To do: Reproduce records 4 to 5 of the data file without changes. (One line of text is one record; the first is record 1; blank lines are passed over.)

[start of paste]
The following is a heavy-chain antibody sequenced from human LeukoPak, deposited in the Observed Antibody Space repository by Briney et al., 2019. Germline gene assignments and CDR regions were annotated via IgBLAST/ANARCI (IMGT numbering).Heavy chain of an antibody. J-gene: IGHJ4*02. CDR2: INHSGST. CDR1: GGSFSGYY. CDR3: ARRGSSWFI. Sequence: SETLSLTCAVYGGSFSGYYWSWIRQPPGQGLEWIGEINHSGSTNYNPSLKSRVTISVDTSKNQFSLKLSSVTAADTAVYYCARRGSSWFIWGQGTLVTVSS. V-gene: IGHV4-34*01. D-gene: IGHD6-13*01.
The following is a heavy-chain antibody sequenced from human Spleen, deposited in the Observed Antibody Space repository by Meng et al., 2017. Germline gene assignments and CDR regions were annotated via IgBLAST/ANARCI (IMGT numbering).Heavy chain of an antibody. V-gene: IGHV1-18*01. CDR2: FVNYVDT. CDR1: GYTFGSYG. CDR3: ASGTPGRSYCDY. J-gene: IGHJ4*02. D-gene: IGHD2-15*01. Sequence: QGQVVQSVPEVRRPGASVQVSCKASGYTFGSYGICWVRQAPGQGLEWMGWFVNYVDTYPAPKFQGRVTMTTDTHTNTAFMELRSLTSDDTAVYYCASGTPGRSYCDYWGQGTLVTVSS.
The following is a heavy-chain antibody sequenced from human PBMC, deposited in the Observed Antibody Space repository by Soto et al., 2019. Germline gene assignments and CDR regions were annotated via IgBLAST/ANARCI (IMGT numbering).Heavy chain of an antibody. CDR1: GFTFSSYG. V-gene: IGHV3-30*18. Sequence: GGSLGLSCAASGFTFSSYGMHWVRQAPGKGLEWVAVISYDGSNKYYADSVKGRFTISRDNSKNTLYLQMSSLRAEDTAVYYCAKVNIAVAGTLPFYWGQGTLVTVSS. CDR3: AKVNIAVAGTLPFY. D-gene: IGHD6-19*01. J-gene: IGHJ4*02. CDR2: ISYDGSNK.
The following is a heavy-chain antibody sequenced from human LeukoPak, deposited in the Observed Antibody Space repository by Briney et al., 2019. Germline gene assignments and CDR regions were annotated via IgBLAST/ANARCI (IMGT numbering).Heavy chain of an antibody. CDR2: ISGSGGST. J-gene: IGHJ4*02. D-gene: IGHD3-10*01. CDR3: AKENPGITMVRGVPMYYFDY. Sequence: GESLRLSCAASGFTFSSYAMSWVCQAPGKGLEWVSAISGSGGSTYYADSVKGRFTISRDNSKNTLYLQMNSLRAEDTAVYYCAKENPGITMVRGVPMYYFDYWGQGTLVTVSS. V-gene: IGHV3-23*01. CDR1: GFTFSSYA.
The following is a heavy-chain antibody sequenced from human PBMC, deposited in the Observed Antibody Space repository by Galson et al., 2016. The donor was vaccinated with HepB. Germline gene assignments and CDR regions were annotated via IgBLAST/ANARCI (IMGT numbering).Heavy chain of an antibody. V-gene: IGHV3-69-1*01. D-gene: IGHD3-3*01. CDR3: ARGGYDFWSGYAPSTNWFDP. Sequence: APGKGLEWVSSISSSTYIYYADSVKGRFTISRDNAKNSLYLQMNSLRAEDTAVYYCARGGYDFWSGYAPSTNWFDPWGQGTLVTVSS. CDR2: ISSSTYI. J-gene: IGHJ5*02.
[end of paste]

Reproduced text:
The following is a heavy-chain antibody sequenced from human LeukoPak, deposited in the Observed Antibody Space repository by Briney et al., 2019. Germline gene assignments and CDR regions were annotated via IgBLAST/ANARCI (IMGT numbering).Heavy chain of an antibody. CDR2: ISGSGGST. J-gene: IGHJ4*02. D-gene: IGHD3-10*01. CDR3: AKENPGITMVRGVPMYYFDY. Sequence: GESLRLSCAASGFTFSSYAMSWVCQAPGKGLEWVSAISGSGGSTYYADSVKGRFTISRDNSKNTLYLQMNSLRAEDTAVYYCAKENPGITMVRGVPMYYFDYWGQGTLVTVSS. V-gene: IGHV3-23*01. CDR1: GFTFSSYA.
The following is a heavy-chain antibody sequenced from human PBMC, deposited in the Observed Antibody Space repository by Galson et al., 2016. The donor was vaccinated with HepB. Germline gene assignments and CDR regions were annotated via IgBLAST/ANARCI (IMGT numbering).Heavy chain of an antibody. V-gene: IGHV3-69-1*01. D-gene: IGHD3-3*01. CDR3: ARGGYDFWSGYAPSTNWFDP. Sequence: APGKGLEWVSSISSSTYIYYADSVKGRFTISRDNAKNSLYLQMNSLRAEDTAVYYCARGGYDFWSGYAPSTNWFDPWGQGTLVTVSS. CDR2: ISSSTYI. J-gene: IGHJ5*02.